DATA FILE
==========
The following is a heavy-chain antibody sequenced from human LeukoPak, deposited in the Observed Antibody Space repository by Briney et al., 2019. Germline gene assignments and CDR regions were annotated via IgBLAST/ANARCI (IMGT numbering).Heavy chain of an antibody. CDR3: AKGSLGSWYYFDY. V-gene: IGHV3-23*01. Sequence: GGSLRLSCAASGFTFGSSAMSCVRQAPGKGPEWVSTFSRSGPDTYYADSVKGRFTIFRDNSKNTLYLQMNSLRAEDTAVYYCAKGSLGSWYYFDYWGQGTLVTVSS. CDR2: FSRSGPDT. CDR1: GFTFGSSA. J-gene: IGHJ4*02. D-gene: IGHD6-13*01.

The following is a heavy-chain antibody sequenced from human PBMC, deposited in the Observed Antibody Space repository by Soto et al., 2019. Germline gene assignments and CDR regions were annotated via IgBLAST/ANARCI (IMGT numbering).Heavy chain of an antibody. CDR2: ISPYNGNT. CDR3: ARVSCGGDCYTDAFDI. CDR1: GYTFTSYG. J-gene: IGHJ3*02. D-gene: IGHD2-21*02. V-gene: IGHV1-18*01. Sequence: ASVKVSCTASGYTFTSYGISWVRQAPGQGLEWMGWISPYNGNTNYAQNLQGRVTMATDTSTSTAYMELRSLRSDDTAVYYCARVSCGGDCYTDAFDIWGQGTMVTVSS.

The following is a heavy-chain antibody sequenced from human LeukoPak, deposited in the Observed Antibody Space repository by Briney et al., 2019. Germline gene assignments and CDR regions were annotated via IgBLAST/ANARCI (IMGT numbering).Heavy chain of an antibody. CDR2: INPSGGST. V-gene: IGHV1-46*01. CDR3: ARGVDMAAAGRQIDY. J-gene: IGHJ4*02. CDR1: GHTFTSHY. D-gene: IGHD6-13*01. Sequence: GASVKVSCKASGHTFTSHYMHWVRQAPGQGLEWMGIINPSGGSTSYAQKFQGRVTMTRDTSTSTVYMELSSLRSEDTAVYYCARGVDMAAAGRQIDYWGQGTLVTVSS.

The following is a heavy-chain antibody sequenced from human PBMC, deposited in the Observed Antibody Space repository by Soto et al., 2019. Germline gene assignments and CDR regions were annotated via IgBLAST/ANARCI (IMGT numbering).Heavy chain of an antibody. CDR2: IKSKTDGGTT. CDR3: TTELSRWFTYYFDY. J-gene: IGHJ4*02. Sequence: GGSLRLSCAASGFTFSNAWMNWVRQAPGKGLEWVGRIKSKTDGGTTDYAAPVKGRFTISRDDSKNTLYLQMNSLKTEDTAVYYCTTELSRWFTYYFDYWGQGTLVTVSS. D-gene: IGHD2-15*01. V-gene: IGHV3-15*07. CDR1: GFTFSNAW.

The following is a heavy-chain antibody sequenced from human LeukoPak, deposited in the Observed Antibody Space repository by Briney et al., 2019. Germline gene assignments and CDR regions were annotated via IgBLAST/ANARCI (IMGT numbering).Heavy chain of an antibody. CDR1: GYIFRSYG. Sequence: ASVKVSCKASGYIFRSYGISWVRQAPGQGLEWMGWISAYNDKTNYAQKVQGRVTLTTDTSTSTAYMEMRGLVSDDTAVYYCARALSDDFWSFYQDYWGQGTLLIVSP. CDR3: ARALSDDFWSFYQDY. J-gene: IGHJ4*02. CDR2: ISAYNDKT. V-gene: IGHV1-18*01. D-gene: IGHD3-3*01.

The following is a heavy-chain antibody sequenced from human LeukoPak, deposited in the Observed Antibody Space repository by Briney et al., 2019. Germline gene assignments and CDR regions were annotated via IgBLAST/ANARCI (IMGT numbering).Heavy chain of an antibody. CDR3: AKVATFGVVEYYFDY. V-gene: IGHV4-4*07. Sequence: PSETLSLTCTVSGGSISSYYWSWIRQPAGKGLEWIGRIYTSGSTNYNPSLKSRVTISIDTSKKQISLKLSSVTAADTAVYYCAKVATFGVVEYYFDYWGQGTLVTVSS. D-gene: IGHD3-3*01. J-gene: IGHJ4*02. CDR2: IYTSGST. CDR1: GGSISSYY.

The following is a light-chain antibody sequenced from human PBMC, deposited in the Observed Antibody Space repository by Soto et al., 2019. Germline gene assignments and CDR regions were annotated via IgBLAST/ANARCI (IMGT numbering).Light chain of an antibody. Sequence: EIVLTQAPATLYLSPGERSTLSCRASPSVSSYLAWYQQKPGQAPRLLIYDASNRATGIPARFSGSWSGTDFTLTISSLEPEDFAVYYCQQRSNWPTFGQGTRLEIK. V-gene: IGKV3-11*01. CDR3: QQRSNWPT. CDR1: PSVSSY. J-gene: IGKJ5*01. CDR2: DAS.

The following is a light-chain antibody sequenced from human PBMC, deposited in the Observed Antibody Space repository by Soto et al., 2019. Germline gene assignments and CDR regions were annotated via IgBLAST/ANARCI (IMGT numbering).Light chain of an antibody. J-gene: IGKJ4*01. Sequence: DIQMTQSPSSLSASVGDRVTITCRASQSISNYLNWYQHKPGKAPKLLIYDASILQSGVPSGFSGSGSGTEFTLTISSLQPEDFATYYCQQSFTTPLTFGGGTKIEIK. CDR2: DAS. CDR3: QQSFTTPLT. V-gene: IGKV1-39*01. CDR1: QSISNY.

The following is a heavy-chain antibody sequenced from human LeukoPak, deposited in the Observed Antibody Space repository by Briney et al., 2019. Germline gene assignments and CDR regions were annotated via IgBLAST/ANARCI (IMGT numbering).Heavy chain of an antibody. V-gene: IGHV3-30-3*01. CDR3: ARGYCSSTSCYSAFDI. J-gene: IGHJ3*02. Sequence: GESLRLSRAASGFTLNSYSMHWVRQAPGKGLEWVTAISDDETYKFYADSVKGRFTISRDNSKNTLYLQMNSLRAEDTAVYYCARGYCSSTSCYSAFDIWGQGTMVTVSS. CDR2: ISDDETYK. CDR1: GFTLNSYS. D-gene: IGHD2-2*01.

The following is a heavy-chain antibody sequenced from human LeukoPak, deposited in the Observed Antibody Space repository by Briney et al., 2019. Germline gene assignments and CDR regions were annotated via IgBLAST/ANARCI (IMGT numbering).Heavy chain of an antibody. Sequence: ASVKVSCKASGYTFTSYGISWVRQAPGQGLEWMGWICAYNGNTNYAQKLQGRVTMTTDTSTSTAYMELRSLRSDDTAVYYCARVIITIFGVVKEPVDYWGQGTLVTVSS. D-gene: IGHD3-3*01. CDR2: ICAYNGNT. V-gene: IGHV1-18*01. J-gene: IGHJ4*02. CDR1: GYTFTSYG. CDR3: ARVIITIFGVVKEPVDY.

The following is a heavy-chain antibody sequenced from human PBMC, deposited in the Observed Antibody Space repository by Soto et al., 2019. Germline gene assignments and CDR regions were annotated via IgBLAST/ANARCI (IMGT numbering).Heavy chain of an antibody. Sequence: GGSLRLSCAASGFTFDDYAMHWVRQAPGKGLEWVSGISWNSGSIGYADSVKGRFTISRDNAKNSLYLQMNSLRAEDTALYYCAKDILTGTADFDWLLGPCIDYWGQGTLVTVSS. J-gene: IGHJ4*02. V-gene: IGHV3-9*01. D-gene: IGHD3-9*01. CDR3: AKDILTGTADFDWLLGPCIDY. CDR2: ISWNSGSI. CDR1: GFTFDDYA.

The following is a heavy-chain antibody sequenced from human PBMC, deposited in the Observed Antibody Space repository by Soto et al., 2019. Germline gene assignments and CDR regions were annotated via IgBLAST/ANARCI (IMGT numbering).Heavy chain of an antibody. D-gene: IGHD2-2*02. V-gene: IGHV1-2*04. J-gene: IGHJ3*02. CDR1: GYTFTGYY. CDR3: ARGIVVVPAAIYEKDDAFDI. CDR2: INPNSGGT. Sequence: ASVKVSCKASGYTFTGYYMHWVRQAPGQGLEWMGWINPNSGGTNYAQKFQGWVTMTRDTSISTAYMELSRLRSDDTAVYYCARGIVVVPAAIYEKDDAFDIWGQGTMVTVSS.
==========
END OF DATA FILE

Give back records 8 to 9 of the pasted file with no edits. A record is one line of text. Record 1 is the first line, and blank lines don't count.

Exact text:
The following is a light-chain antibody sequenced from human PBMC, deposited in the Observed Antibody Space repository by Soto et al., 2019. Germline gene assignments and CDR regions were annotated via IgBLAST/ANARCI (IMGT numbering).Light chain of an antibody. J-gene: IGKJ4*01. Sequence: DIQMTQSPSSLSASVGDRVTITCRASQSISNYLNWYQHKPGKAPKLLIYDASILQSGVPSGFSGSGSGTEFTLTISSLQPEDFATYYCQQSFTTPLTFGGGTKIEIK. CDR2: DAS. CDR3: QQSFTTPLT. V-gene: IGKV1-39*01. CDR1: QSISNY.

The following is a heavy-chain antibody sequenced from human LeukoPak, deposited in the Observed Antibody Space repository by Briney et al., 2019. Germline gene assignments and CDR regions were annotated via IgBLAST/ANARCI (IMGT numbering).Heavy chain of an antibody. V-gene: IGHV3-30-3*01. CDR3: ARGYCSSTSCYSAFDI. J-gene: IGHJ3*02. Sequence: GESLRLSRAASGFTLNSYSMHWVRQAPGKGLEWVTAISDDETYKFYADSVKGRFTISRDNSKNTLYLQMNSLRAEDTAVYYCARGYCSSTSCYSAFDIWGQGTMVTVSS. CDR2: ISDDETYK. CDR1: GFTLNSYS. D-gene: IGHD2-2*01.